Before the sun rose the next morning, we were already standing in line for the bus that would take us to the “Lost City of the Incas.” A half-hour after boarding the bus we were standing at the entrance gate and in a few minutes more had taken our place on mist shrouded rocks to learn more about this enigmatic city.

Apus Peru guide Herbert Saldivar guides Machu Picchu. Photo by Isaiah Brookshire.


It is possible to explore Machu Picchu without a tremendous amount of physical exertion. But I was on a trek and decided my day wouldn’t be complete without conquering Huayna Picchu, the often photographed and less often climbed mountain behind the ruins.

READ MORE about what there is to see and do while visiting Machu Picchu.

The way up Huayna Picchu is not for the faint of heart. Steep stairs are flanked by cables to ensure tourists don’t go tumbling off into the jungle below. The higher you climb, the steeper and more extreme the landscape becomes. Towards the top, a battlement of ruins encircles the peak which is gained only by scrambling up rocks or climbing a ladder.

The view of Machu Picchu from Huayna Picchu. Photo by Isaiah Brookshire.


There is a rumor going around that someone once ran up Huayna Picchu in a little more than 10 minutes. I reached the top in just over 50 minutes and watched the world spread out beneath me. I looked down on a view of Machu Picchu I had never seen before — not even in photos. All around me I could see the tops of high mountains and below I witnessed the Urubamba River snake its way around the Sacred Valley.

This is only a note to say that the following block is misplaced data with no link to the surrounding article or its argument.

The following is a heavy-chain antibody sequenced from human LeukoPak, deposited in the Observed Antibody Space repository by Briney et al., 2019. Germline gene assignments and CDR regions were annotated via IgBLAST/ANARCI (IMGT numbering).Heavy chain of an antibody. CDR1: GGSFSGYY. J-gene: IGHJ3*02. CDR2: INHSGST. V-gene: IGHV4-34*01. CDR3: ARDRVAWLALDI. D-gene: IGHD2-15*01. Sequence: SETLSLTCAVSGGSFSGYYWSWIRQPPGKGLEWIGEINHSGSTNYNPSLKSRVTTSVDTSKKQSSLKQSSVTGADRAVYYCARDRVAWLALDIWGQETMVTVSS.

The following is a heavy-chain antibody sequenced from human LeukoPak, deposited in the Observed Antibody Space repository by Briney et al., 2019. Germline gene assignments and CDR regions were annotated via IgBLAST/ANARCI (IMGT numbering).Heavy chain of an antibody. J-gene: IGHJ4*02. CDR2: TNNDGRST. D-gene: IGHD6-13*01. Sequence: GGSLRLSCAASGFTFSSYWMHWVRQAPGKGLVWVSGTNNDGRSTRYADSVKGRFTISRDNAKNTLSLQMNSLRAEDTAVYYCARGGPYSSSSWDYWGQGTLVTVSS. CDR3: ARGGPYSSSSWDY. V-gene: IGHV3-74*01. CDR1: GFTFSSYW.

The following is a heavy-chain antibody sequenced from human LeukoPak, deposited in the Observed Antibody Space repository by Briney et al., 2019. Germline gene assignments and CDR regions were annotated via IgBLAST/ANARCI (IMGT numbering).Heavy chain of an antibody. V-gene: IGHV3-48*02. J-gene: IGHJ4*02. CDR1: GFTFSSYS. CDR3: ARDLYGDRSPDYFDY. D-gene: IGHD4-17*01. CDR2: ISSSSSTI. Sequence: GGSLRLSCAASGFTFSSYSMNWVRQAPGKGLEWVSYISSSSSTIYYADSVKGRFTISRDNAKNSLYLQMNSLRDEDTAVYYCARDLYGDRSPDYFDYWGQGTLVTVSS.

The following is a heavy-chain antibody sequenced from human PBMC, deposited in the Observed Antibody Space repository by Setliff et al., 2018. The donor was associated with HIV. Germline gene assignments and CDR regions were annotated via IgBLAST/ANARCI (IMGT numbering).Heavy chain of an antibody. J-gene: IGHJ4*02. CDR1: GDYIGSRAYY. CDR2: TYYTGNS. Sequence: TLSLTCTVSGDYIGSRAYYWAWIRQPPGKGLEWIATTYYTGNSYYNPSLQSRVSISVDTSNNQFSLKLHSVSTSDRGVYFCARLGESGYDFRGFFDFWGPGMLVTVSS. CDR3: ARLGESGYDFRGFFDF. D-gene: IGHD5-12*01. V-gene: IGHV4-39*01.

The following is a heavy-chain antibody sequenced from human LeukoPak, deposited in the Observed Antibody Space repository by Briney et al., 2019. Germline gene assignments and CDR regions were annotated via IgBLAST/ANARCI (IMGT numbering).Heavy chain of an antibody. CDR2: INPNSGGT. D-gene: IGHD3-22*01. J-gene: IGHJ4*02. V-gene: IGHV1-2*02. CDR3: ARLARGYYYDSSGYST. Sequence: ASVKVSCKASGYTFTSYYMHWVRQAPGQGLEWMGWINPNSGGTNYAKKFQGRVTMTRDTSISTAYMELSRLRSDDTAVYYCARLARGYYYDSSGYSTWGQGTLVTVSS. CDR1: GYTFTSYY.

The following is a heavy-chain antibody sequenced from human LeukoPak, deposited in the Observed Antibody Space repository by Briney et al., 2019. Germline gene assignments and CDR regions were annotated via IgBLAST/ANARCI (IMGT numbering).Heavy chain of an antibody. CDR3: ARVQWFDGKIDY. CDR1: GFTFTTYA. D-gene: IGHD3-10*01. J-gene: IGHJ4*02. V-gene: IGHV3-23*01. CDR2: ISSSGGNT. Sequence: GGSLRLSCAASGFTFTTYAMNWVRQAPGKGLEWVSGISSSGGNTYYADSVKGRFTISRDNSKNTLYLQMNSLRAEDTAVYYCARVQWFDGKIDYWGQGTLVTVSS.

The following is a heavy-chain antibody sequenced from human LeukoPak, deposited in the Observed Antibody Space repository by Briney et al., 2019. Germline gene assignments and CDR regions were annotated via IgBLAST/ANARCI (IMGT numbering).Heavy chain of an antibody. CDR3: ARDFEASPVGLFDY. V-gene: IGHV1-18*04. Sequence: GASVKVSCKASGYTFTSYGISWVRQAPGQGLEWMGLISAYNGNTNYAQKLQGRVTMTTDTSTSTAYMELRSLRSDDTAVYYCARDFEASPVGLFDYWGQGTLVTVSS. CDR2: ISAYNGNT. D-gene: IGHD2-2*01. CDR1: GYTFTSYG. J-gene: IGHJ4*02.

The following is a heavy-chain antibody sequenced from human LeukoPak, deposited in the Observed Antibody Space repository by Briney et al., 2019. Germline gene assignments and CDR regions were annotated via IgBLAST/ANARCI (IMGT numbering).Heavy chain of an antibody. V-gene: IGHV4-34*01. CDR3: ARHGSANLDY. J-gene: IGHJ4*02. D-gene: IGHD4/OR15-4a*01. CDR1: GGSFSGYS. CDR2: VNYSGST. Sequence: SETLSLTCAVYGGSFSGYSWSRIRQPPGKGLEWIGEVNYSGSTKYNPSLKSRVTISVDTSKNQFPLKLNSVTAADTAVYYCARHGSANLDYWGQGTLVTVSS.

Why Trekking in Peru is Special

I think there is something special about seeing Peru on foot. Maybe it’s because you are seeing the country the way its earliest residents did or maybe it’s because walking allows you better access to the abundant nature. Whatever the reason, there are few things that compare to reaching the highest pass on your trek, sleeping beneath uncovered stars, or climbing precarious stairs to look down on the ruins of an ancient city.

While we often see images of the Classic view of Machu Picchu, there are many amazing perspectives. Photo by Isaiah Brookshire.


Want to Go?

You can hike to Huchuy Qosqo, with or without also going to Machu Picchu. Check out the trek descriptions at the links below or get in touch with one of our trek experts today to get started.

See more short treks around Cusco.

Story and photos by Isaiah Brookshire. Originally published on 25 October, 2012; updated on 2 August, 2019.